In the many design sessions I have facilitated, three times I’ve seen that lack of courage expressed by a participant. Each time, it sounded like a mix of panic and frustration:

The solution has been on the wall since the first round!

The design sessions I facilitate ask participants to saturate the design space with lots of ideas. They each bring five sketches—five substantially different ideas—and then, after sharing their ideas with the other participants, they rapidly iterate the first 15 or 20 sketches to develop even more. All this takes place before any analysis.

When the goal is to saturate the design space—to identify as many solutions as possible in a short time—there’s more to influence the design once the analysis begins. Inevitably, the design that the team decides on was not already on the wall. Motivated design participants quickly learn this, and—in most cases—become advocates of the process.

For most development teams, the Five Sketches™ process I introduce is a departure from the status quo, so it takes courage for their team members to take a stand, to say “I will use this process” for design problems that need it.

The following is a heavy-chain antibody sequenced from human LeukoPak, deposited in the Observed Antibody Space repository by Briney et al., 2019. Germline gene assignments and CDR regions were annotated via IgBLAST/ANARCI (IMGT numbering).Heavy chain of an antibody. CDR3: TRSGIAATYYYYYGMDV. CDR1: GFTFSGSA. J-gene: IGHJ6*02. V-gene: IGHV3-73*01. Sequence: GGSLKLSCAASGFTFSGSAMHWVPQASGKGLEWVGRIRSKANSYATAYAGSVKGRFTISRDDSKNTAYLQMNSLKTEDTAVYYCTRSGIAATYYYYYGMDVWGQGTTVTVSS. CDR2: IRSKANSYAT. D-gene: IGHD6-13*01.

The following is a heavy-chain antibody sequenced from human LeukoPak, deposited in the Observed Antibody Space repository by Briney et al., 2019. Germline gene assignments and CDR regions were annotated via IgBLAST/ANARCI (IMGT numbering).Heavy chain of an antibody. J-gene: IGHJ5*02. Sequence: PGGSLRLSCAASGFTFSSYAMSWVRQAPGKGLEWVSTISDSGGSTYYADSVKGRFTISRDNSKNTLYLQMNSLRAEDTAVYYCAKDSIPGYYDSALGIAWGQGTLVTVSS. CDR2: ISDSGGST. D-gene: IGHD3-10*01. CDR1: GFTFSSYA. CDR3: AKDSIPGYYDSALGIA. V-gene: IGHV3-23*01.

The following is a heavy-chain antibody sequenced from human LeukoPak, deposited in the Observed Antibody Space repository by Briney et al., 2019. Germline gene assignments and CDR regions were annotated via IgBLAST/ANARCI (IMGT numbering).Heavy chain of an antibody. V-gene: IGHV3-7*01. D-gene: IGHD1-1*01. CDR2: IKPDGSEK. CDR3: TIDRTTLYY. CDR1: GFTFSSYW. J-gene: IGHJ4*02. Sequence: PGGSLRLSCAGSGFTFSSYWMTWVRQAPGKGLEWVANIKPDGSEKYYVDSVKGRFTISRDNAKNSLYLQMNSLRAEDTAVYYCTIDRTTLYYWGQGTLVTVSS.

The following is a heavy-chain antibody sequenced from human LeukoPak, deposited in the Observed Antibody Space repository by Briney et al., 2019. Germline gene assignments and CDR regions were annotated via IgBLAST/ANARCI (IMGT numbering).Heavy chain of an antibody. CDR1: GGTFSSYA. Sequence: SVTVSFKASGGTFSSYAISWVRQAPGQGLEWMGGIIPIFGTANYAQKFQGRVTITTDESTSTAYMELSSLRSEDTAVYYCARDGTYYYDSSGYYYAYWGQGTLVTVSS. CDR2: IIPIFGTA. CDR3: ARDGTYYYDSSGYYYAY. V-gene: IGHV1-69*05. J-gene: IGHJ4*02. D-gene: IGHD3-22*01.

Developers can learn ¾ of Design

Microsoft’s Bill Buxton recently wrote an article for Business Week, titled On Engineering and Design: An open letter. In it, Buxton explains that developers can improve the user experience of the product that they’re building by learning three of the four layers that engage designers:Four layers of design
  • Design awareness.
  • Design literacy.
  • Design thinking.

Buxton also mentions a fourth layer, design practice. He explains that design practice represents a fulltime job for highly trained professionals, and that it’s rare to find a developer who straddles both. (In my experience, small- and mid-sized companies may get by without a design practitioner, if their designs are constrained by the rules and standards of the operating system and hardware, and if their competitors do no better.)

Buxton thinks non-designers can easily learn about and appreciate the first three layers of design. On the third layer, design thinking, Buxton writes:

Cognitive science makes it clear that the strategies designers use in approaching problems or questions are different (not “better”) than those employed by those trained in engineering disciplines. Both strategies are complementary. Given the complexity of the problems that confront us, it seems to me that expanding our collective arsenal of techniques is something we could all benefit from.

This difference in problem-solving strategies is the ideation-judgement axis that I wrote about in Please exit your comfort zone. Learning to use these different strategies—at the right time in the design and development process—is what Five Sketches™ teaches to developers and other non-designers.